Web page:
New Video: The Rollicking and Playful New Video for Reed Turner’s “I Got Love”

With the release of his 2013 full-length debut effort to critical acclaim, Ghosts In The AtticAustin, TX-based indie folk singer/songwriter Reed Turner exploded on to the national map. As a result of the attention on the album, Turner wound up sharing stages with an impressive list of acclaimed artists including Gary Clark, Jr.Mark BroussardWill Hoge and Jessica Lea Mayfield, among many others — and the album wound up on several “Best Of” lists that year.

After a year of solitude marked by health issues, Turner turned his backyard shed into a makeshift workspace and studio, compelled to create rather than wallow. Along with his backing band, Turner and company wrote and recorded material that would wind up comprising his forthcoming Native Tongue EP live to tape on an old Studer A827, much like  how they did during the Sun Records days. Native Tongue‘s first single and EP opening track “I Got Love” possesses a bluesy, shuffling stomp and swing reminiscent of Johnny CashMuddy Waters and Howlin’ Wolf  — in particular I think of Johnny Cash’s “Folsom Prison Blues,” and “Get Rhythm,” Howlin’ Wolf’s “Poor Boy (The London Sessions version),” Muddy Waters’ “Mean Ol’ Frisco Blues,” and Bo Diddley‘s “Who Do You Love” (although George Thorogood‘s version is infinitely better). And much like those songs, it feels as though it could have been recorded around that period, as it possesses the looseness of a band playing at a dirty whiskey bar or an old fashioned honky tonk. But interestingly enough the song balances an old-timey sweetness beneath the stomp and braggadocio; it’s the sort of song you’d can picture couples line dancing, swing dancing or blues dancing late into the night.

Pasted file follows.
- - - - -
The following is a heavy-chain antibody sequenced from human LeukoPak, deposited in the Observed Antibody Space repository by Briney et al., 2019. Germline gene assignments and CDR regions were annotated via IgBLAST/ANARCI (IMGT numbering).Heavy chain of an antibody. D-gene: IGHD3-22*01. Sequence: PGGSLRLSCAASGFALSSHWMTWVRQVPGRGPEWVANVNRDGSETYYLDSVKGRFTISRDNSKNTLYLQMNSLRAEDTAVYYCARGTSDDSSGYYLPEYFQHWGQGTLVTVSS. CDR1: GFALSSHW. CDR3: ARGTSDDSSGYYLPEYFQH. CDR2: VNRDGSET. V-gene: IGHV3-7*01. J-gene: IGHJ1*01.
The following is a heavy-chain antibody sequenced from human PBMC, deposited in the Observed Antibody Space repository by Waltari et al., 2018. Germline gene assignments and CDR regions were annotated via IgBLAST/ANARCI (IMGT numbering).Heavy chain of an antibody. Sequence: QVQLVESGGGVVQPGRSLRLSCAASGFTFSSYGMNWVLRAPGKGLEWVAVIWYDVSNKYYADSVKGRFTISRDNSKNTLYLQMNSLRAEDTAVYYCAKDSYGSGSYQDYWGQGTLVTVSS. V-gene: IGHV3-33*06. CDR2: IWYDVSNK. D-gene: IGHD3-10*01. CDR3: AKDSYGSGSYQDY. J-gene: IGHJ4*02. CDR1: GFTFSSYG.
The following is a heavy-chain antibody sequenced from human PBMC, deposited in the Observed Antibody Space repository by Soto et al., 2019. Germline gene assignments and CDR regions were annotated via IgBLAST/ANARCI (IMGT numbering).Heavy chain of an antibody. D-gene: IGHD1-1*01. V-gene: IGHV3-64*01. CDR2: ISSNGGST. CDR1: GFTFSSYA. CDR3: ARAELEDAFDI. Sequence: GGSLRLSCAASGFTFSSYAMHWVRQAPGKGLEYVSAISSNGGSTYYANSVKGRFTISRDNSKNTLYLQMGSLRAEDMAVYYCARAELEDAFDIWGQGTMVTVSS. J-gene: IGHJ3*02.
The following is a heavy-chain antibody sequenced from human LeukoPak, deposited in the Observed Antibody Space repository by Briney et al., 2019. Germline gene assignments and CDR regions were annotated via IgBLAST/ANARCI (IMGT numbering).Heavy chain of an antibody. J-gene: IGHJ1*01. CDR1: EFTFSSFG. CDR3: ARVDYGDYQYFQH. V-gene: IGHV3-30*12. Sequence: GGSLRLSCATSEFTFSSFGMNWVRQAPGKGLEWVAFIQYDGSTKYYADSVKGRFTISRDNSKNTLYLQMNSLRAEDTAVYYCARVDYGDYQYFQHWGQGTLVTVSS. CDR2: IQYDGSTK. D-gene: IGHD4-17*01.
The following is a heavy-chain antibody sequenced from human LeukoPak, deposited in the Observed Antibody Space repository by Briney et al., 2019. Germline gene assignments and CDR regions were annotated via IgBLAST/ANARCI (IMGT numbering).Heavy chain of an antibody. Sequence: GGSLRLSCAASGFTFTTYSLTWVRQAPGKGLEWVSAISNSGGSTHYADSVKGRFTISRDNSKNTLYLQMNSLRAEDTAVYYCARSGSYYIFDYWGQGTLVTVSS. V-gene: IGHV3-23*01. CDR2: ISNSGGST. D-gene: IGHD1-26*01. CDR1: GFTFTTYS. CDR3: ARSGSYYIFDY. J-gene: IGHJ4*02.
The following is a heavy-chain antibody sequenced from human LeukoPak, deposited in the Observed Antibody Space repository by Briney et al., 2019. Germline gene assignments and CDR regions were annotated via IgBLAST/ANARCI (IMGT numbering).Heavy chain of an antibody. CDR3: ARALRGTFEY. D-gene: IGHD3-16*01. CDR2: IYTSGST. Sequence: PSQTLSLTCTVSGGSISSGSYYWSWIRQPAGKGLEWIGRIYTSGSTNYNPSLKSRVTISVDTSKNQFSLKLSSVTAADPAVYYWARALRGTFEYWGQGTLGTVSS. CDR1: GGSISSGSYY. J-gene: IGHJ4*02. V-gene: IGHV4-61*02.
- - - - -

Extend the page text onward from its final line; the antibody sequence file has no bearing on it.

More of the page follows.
The recently released music video features Turner and guest vocalist Phoebe Hunt waking up and starting their day, getting into various badassery, including the duo drinking and flirting at the bar where they’d later perform the song in front of a rollicking and rowdy crowd.  The video manages to channel the technicolor-era brightness of the late 50s and early 60s — but with a playful, whimsical raucousness.